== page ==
“By nearly the unanirnous votes of the class, after a competition conducted in the presence of the Principal of the University, and numerous professional gentlemen, the individual selected as most distinguished by a knowledge of the subjects of military medicine and surgery, was Mr Robert Lawson, from Perthshire, in which decision the professor concurred, and Mr Lawson was accordingly recommended to the Director-General. We understand that he has since received the appointment so justly due to his merits." _ It was, I think, upon that occasion that my predecessor Dr Thomson, in congratulating me on the appearance of my pupils, observed, that Sir James M'Grigor would require to extend his

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patronage-enough to show that Dr Lawson did not win his honours without a formidable competition.

There is only one other point, gentlemen, on which I should wish to be indulged with a few words ; but as I have already trespassed upon your time, and have elsewhere expressed myself on the subject, I will endeavour to be brief. I have been very sorry to find anything said which is calculated to disparage our regimental hospitals, or any countenance given by gentlemen whose judgment I respect, to the opinion that they are only adapted to peaceable times, and that a forty years' peace has disqualified the medical officers of the army from expanding their views to the management of a general hospital.

This seems to me to be altogether a gratuitous assumption; and I would observe, that it was not in a time of peace, but of war, that the advantages of our regimental hospitals became fully developed. Hear what the late venerable Director-General says upon this subject! In a letter to his friend the late Dr Chisholm, written at the termination of the Peninsular war; after expressing his surprise at the extent and success of the regimental hospitals, Sir James M.Grigor goes on to say,—“ However short a time a battalion or a corps rested in one place, a regimental hospital was established. It was frequently established in the face of an enemy, and nearly within reach of his guns. By making every corps constantly keep up an establishment for itself, we could prevent the general hospitals from being crowded. Much severe and acute disease was treated in its early and only curable stage, and no slight wounds or ailments were ever sent off from the regiments; by which means the effective force of the army was kept up, or perhaps increased by several thousand men, and this was effected by the joint exertions of the medical officers who served in the Peninsula, the result of medical science, and their experience of soldiers, their habits, and their aptitude to particular diseases.” Dr Chisholm adds for himself,—“ In regimental hospitals, health and economy are united-in general hospitals, death and a destructive waste of money. My own experience, which has been tolerably extensive, justifies this.

It were superfluous, and it were idle to make farther quotations upon this subject, because I believe that every experienced man conversant with these hospitals, who has committed his opinion to paper, has expressed himself to the same effect. But on an occasion like the present, when the state of our hospitals has been so frequently and so unfavourably contrasted with those of our allies the French, it may not be out of place to refer to the sentiments of Baron Larrey. I had the pleasure of conducting that distinguished surgeon over the establishments of this city, both civil and military, now nearly thirty years ago, and I shall not forget the admiration which he expressed with the state of the regimental hospital in Piershill Barracks, then occupied by the 7th Hussars, and under the charge of an assistant-surgeon, Dr Moffit. Not satisfied with this, die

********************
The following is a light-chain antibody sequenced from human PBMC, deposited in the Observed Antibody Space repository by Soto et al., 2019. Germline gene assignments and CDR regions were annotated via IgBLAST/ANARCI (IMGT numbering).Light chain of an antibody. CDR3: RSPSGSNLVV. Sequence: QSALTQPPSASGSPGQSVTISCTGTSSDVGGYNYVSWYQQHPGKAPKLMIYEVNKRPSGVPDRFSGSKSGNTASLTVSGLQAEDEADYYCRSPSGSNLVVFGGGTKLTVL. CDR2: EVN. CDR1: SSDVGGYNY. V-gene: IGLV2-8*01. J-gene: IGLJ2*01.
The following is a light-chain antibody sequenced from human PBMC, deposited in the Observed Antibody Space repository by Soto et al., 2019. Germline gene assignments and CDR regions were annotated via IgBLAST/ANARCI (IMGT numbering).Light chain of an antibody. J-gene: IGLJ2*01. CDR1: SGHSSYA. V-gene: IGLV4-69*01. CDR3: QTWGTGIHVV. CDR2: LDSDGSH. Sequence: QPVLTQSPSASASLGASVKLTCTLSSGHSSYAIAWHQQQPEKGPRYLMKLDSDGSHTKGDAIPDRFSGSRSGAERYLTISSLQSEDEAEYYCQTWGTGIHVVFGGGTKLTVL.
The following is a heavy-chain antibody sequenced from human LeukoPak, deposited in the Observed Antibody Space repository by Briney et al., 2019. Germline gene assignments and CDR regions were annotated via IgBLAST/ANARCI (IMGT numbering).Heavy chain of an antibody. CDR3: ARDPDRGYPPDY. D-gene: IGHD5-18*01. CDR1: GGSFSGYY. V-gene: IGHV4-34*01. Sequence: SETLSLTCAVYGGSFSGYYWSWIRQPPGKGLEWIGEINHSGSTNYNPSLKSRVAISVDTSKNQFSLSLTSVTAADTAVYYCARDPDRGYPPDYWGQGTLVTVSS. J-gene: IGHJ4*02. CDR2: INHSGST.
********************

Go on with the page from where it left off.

repeated his commendations to Sir James M.Grigor when he went to London, and wrote back to me to say that he had done so, and that he had recommended to him the gentleman whom he was pleased to term my protegé. Dr Moffit's promotion took place soon after, and he considered it hastened by this kind recommendation of the Baron.

General hospitals, however, are indispensable on every extended scale of warfare, and I believe they never can be more advantageously conducted than by assimilating them as far as possible to our regimental establishments. General the hospital may be, general, as much as you will, in so far as the provisions, the cooking, the washing, the bedding, and the clothing of the sick are concerned, but let us, if possible, have their own surgeons to attend their own men. This may be carried to a great extent by classing the patients according to the divisions, brigades, or regiments to which they belong, having the medical staff of those divisions, brigades, or regiments to attend them, assisted by those non-commissioned officers and good conduct men of every regiment who may happen to be patients in the hospital, and who take an interest in their comrades, which strangers cannot be expected to do. This is a classification, as regards military hospitals, of equal, if not greater importance than some of those usually adopted on purely professional grounds; and the general hospital, whether under one or more roofs, thus becomes, as it were, a congeries of regimental hospitals.